Most Effective Dissertation Proposal Presentation Tips
Only a few select university students have the willpower and talent to stay in the program long enough to present a dissertation proposal, so the panel will likely expect high quality work and evidence of advanced preparation from you and your team. It can be stressful at first, but remember that the panel likely already thinks highly of you for being where you are. With that in mind and these fifteen tips, your dissertation proposal will be clean, painless, and effective.
- Meet up with your team ahead of time to make sure your presentation is smooth and free of awkward transitions. This is not something that can be done over the chat box in Google Slides.
- Use bullet points in your presentation. Having walls of text on a slide will make the panel assume you’re using complexity to obscure an insecurity you have over your thesis.
- Master the section you’re presenting on. Know the ins and outs of your section of the presentation, including the inferred parts that won’t be on the screen.
- Before you present, have either a friend or yourself come up with questions that you’d be responsible to ask. Either change the presentation to answer these questions beforehand, or make sure that you can answer these questions with confidence.
- The night before you present, put everything you need in a case by the door, including appendices and references, either in paper form or digitally. Paper form, of course, has less variability though it may be harder to organize.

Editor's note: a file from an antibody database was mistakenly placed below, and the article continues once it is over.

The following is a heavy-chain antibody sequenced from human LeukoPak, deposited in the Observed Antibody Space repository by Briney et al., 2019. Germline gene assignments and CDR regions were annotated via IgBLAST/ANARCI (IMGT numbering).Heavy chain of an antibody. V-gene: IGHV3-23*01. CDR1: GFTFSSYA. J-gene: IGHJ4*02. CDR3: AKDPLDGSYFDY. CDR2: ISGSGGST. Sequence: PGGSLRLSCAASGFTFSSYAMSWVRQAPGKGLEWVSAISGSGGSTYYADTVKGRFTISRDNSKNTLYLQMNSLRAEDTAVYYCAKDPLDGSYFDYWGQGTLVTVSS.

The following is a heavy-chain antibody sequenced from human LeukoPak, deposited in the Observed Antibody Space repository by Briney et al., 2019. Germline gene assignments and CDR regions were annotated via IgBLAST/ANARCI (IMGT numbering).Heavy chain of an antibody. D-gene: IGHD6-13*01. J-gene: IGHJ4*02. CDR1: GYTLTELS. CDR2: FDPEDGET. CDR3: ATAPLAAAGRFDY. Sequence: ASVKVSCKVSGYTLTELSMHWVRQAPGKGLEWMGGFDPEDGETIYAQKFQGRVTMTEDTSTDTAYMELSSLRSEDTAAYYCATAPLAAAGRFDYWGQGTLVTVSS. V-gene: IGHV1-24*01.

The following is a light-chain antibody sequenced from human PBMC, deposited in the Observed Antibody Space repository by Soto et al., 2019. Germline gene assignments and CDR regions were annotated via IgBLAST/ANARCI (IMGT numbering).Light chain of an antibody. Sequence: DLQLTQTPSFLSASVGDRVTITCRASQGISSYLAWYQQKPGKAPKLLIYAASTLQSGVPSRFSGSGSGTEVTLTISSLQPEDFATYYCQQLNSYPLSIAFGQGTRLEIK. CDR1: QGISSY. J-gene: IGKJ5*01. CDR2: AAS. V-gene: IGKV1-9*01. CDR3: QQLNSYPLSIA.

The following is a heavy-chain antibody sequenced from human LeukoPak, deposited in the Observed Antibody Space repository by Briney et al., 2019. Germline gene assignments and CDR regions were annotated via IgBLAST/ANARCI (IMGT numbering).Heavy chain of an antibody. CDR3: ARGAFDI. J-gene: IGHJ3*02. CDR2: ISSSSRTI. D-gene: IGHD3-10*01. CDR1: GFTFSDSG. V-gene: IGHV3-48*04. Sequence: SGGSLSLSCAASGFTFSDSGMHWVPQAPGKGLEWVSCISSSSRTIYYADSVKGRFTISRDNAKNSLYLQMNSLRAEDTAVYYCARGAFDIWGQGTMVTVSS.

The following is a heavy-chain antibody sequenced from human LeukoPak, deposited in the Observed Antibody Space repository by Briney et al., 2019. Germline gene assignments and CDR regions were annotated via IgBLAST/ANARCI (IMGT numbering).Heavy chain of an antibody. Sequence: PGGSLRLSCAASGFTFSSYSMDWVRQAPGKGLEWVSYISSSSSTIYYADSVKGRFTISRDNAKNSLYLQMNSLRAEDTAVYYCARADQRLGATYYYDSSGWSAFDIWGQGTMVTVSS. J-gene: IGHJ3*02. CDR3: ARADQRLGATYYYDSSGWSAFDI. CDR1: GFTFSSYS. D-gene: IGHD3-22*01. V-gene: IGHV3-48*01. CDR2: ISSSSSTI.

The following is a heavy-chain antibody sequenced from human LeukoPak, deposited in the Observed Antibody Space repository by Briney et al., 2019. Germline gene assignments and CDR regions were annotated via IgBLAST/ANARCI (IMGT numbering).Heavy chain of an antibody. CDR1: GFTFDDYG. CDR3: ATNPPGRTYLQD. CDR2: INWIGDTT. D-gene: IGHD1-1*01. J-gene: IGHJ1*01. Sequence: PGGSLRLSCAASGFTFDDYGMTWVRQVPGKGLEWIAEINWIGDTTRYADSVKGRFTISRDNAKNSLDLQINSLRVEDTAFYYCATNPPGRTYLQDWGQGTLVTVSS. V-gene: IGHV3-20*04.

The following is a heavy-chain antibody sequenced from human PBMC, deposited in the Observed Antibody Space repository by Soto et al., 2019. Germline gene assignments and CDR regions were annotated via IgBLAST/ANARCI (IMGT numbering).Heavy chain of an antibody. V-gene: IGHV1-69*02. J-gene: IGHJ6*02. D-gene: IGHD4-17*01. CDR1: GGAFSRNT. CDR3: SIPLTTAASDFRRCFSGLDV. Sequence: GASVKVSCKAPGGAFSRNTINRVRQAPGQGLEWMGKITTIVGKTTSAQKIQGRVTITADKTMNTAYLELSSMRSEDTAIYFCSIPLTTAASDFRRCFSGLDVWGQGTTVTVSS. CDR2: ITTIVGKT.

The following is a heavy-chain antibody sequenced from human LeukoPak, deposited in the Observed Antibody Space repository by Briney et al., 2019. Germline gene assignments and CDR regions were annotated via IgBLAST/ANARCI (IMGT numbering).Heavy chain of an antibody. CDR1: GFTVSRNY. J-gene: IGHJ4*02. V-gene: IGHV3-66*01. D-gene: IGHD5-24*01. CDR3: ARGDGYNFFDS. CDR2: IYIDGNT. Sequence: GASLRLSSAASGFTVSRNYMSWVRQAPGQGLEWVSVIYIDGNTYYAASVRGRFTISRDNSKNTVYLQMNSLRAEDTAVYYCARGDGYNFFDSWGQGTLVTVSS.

- Dress for the occasion. By standing tall and dressing slim, the panel will get an impression of confidence from you before you even open your mouth.
- Make sure you wear a nametag, for when the panel asks you questions on your section of the presentation.
- Be on time. This one is self explanatory, but you don’t want to be the one that forces your team to keep the panel waiting.
- Be animated and display confidence. Standing in one place and talking quietly implies insecurity, which is correlative to a weak thesis.
- Don’t say the words “like” or “um” as filler, for the same reason as number 9.
- Don’t go beyond a thirty minute presentation. You don’t want the panel to lose interest in your topic.
- Accept that there may be some faults with your presentation.
- As a follow up to number 12, don’t take anything the panel says personally. Being confident implies a strong thesis, but getting angry or defensive may be interpreted as a display of insecurity.
- Revise accordingly, don’t be stubborn.
- Have a classmate record the presentation to catch details you might have missed while on the spot.